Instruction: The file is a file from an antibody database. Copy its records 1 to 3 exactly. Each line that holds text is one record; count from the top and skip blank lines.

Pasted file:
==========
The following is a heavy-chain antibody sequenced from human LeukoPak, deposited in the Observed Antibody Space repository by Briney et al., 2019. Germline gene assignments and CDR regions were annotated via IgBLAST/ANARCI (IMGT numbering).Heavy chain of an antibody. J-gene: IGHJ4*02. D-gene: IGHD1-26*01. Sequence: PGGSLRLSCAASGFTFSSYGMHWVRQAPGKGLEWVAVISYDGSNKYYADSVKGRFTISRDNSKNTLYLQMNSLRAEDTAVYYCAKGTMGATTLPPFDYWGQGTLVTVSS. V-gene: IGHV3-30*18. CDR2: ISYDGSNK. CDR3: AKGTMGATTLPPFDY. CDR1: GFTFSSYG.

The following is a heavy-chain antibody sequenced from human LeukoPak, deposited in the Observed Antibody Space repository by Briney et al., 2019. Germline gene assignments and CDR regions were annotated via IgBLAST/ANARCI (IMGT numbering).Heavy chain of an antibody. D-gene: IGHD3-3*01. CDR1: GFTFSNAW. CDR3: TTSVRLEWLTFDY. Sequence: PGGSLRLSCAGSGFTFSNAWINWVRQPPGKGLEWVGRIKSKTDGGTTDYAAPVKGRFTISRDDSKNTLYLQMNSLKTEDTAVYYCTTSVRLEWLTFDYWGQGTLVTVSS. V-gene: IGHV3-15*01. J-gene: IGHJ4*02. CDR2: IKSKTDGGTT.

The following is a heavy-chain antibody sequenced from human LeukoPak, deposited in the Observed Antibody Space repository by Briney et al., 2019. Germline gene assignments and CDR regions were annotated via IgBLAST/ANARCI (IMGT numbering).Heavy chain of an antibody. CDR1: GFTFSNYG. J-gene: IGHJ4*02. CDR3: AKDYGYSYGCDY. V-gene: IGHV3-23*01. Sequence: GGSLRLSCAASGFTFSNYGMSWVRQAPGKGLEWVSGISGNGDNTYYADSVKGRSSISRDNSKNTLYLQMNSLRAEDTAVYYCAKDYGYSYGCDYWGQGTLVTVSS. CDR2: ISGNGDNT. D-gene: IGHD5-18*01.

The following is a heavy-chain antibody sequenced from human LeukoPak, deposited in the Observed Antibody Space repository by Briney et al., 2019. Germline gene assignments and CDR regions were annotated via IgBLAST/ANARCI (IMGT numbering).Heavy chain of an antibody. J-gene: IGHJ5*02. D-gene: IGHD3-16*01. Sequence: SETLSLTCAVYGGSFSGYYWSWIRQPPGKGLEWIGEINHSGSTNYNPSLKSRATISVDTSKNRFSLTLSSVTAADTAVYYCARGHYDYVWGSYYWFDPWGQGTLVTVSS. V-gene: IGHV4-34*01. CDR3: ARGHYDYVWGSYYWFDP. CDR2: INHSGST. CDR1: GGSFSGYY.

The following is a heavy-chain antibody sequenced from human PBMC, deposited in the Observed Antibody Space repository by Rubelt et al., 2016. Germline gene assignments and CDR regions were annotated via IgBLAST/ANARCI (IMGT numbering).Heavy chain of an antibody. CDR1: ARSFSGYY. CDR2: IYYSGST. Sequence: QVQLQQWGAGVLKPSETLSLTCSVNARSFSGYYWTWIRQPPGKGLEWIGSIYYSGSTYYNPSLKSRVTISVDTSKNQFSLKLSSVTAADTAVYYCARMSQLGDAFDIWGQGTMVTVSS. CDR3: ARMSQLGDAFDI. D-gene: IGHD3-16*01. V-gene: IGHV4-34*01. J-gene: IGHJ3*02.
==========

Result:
The following is a heavy-chain antibody sequenced from human LeukoPak, deposited in the Observed Antibody Space repository by Briney et al., 2019. Germline gene assignments and CDR regions were annotated via IgBLAST/ANARCI (IMGT numbering).Heavy chain of an antibody. J-gene: IGHJ4*02. D-gene: IGHD1-26*01. Sequence: PGGSLRLSCAASGFTFSSYGMHWVRQAPGKGLEWVAVISYDGSNKYYADSVKGRFTISRDNSKNTLYLQMNSLRAEDTAVYYCAKGTMGATTLPPFDYWGQGTLVTVSS. V-gene: IGHV3-30*18. CDR2: ISYDGSNK. CDR3: AKGTMGATTLPPFDY. CDR1: GFTFSSYG.

The following is a heavy-chain antibody sequenced from human LeukoPak, deposited in the Observed Antibody Space repository by Briney et al., 2019. Germline gene assignments and CDR regions were annotated via IgBLAST/ANARCI (IMGT numbering).Heavy chain of an antibody. D-gene: IGHD3-3*01. CDR1: GFTFSNAW. CDR3: TTSVRLEWLTFDY. Sequence: PGGSLRLSCAGSGFTFSNAWINWVRQPPGKGLEWVGRIKSKTDGGTTDYAAPVKGRFTISRDDSKNTLYLQMNSLKTEDTAVYYCTTSVRLEWLTFDYWGQGTLVTVSS. V-gene: IGHV3-15*01. J-gene: IGHJ4*02. CDR2: IKSKTDGGTT.

The following is a heavy-chain antibody sequenced from human LeukoPak, deposited in the Observed Antibody Space repository by Briney et al., 2019. Germline gene assignments and CDR regions were annotated via IgBLAST/ANARCI (IMGT numbering).Heavy chain of an antibody. CDR1: GFTFSNYG. J-gene: IGHJ4*02. CDR3: AKDYGYSYGCDY. V-gene: IGHV3-23*01. Sequence: GGSLRLSCAASGFTFSNYGMSWVRQAPGKGLEWVSGISGNGDNTYYADSVKGRSSISRDNSKNTLYLQMNSLRAEDTAVYYCAKDYGYSYGCDYWGQGTLVTVSS. CDR2: ISGNGDNT. D-gene: IGHD5-18*01.